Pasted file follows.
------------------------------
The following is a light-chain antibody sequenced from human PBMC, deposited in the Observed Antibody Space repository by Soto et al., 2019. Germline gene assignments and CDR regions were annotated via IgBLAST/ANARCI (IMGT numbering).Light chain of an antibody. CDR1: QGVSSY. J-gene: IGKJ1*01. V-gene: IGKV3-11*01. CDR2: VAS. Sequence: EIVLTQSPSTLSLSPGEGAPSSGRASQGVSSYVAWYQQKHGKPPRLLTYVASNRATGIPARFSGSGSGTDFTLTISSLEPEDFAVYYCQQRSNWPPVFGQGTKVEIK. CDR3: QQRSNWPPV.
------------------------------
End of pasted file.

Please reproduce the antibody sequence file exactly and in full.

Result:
The following is a light-chain antibody sequenced from human PBMC, deposited in the Observed Antibody Space repository by Soto et al., 2019. Germline gene assignments and CDR regions were annotated via IgBLAST/ANARCI (IMGT numbering).Light chain of an antibody. CDR1: QGVSSY. J-gene: IGKJ1*01. V-gene: IGKV3-11*01. CDR2: VAS. Sequence: EIVLTQSPSTLSLSPGEGAPSSGRASQGVSSYVAWYQQKHGKPPRLLTYVASNRATGIPARFSGSGSGTDFTLTISSLEPEDFAVYYCQQRSNWPPVFGQGTKVEIK. CDR3: QQRSNWPPV.